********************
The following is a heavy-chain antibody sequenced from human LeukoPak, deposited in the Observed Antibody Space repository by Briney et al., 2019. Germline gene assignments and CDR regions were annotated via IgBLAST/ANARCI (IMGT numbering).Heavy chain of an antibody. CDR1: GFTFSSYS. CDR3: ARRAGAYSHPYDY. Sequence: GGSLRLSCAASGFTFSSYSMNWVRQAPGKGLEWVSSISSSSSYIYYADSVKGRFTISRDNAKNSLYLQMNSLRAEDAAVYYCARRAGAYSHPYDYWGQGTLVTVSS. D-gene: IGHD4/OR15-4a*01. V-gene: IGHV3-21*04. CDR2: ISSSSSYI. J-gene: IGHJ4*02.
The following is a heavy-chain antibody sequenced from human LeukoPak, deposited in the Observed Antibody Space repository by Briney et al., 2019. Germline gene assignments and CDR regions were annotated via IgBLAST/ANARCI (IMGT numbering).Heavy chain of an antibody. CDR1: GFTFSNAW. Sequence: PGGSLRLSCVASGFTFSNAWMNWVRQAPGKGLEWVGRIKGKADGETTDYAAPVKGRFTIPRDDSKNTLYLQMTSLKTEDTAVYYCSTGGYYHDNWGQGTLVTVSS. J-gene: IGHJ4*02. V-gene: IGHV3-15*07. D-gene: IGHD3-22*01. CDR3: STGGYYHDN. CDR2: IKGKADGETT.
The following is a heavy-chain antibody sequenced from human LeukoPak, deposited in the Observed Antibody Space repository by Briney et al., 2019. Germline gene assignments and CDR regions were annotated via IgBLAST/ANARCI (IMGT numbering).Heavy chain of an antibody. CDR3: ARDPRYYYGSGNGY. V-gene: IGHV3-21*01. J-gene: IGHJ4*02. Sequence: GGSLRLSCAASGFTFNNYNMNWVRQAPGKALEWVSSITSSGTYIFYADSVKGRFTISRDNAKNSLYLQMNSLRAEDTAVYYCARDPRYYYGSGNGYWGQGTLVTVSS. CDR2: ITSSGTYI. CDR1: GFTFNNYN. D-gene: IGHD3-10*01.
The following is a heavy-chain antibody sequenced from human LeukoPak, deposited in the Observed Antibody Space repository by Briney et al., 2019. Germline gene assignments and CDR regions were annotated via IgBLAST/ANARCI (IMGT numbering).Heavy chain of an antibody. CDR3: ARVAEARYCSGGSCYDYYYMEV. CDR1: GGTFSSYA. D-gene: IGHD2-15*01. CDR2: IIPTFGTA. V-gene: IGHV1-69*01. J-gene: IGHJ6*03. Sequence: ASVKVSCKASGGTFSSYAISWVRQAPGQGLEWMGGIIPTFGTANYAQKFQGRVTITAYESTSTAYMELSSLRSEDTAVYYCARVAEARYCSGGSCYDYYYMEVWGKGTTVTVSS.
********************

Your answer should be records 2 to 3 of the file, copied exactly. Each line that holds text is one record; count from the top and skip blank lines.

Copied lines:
The following is a heavy-chain antibody sequenced from human LeukoPak, deposited in the Observed Antibody Space repository by Briney et al., 2019. Germline gene assignments and CDR regions were annotated via IgBLAST/ANARCI (IMGT numbering).Heavy chain of an antibody. CDR1: GFTFSNAW. Sequence: PGGSLRLSCVASGFTFSNAWMNWVRQAPGKGLEWVGRIKGKADGETTDYAAPVKGRFTIPRDDSKNTLYLQMTSLKTEDTAVYYCSTGGYYHDNWGQGTLVTVSS. J-gene: IGHJ4*02. V-gene: IGHV3-15*07. D-gene: IGHD3-22*01. CDR3: STGGYYHDN. CDR2: IKGKADGETT.
The following is a heavy-chain antibody sequenced from human LeukoPak, deposited in the Observed Antibody Space repository by Briney et al., 2019. Germline gene assignments and CDR regions were annotated via IgBLAST/ANARCI (IMGT numbering).Heavy chain of an antibody. CDR3: ARDPRYYYGSGNGY. V-gene: IGHV3-21*01. J-gene: IGHJ4*02. Sequence: GGSLRLSCAASGFTFNNYNMNWVRQAPGKALEWVSSITSSGTYIFYADSVKGRFTISRDNAKNSLYLQMNSLRAEDTAVYYCARDPRYYYGSGNGYWGQGTLVTVSS. CDR2: ITSSGTYI. CDR1: GFTFNNYN. D-gene: IGHD3-10*01.